Some thoughts on Adobe Reader and malware

Not sure if anyone saw this bit of news recently where a report put out by ScanSafe indicates that PDF’s accounted for 80% of exploits in the 4th quarter of 2009.  I support both FCS our antivirus product and I also do Incident Response work.  As part of our IR work we do semi-forensics shall we say 🙂 we do not do forensics as that would be something that is admissible in a court of law and our toolset isn’t we modify last access timestamps don’t keep a chain of custody etc.  So as part of this dual hat role that our group currently plays when we see a customer that keeps submitting new samples repeatedly and raising the alert to us that our product is not cutting it with regards to detection of malware we like to push into the why/how this customer keeps finding all these new malwares. 

Of the last 4 or so cases that I have had to investigate it has invariably come down to the following sequence: user was browsing around the internet > user passes by some page where either the page itself was compromised or their ad network was compromised > exploit javascript downloads malicious .pdf which silently opens in the browser in some hidden frame > user is using older version of Adobe Reader > malicious .pdf runs in user’s context (user is admin) malicious .exes/services etc are dropped on the box and that’s the end of the story.

So as an AV vendor do we have some blame to take here 🙂 absolutely we missed some new variant.  In a perfect world either IE8 with url reputation would have seen it as bad or our AV would have detected the malicious PDF or the .exes/services it created.  Unfortunately all of these are reactive prevention mechanisms that are extremely reliant on previous signatures to detect them or being close matches to heuristic patterns.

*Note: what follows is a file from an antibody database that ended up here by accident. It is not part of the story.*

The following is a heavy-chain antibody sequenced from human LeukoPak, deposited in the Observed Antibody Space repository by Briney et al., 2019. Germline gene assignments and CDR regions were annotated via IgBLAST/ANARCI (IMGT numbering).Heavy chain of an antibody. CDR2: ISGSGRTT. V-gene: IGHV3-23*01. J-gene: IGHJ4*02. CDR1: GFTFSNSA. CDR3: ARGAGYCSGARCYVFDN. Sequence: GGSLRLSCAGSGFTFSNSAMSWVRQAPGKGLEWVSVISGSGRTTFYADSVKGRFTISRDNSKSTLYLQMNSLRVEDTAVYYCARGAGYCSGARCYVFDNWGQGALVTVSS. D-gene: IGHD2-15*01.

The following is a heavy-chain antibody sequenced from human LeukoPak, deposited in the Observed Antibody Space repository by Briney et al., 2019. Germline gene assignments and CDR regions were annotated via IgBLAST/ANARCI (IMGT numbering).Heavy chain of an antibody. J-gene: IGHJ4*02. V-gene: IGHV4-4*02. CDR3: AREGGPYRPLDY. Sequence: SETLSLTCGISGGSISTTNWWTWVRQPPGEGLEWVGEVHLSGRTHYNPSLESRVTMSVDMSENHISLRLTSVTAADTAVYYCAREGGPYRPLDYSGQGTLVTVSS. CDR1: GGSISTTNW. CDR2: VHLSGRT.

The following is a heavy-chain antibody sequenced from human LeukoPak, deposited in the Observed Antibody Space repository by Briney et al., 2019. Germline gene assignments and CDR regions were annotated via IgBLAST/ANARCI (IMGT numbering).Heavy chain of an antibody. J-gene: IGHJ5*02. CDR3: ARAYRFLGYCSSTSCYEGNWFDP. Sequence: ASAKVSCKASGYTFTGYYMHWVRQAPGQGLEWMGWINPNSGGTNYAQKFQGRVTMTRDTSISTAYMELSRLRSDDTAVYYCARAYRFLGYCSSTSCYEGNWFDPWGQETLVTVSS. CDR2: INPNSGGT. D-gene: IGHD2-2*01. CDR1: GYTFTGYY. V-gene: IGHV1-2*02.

On the other hand though when you are browsing the Internet with Adobe Reader that is any version lower than the latest you’re pretty much asking to try out new variants of malware.  So if I’m going to take some blame then someone else needs to as well guessing both Adobe for lack of a patch management enterprise solution and the user of their products for not managing the state of this application in their environment.

So blame game aside lets move beyond this we know we have a problem here so what do we do to fix it.

  • Long Term there needs to be a patch management solution in place that keeps all clients up to date with all installed products.  Have seen some interesting things around Shavlik SCUPdates for SCCM as well as Secunia CS product they are creating to integrate with WSUS.  Also posted here it seems that Adobe is currently working with us to integrate their updates to their products into WSUS and SCCM which would be great, would be even better if we had this for JRE and some other products that are used widely for exploits.
  • Short Term you can look at deploying some mitigations for these products that are currently in your environment. Javascript within Adobe is typically a biggie which can easily be disabled within the registry.  Disabling the auto-open functionality of documents is another.  Disabling the IE Active X control for Adobe Reader would also be good.  Disabling old versions of Adobe reader from running in your environment whatsoever via Software Restriction Policies?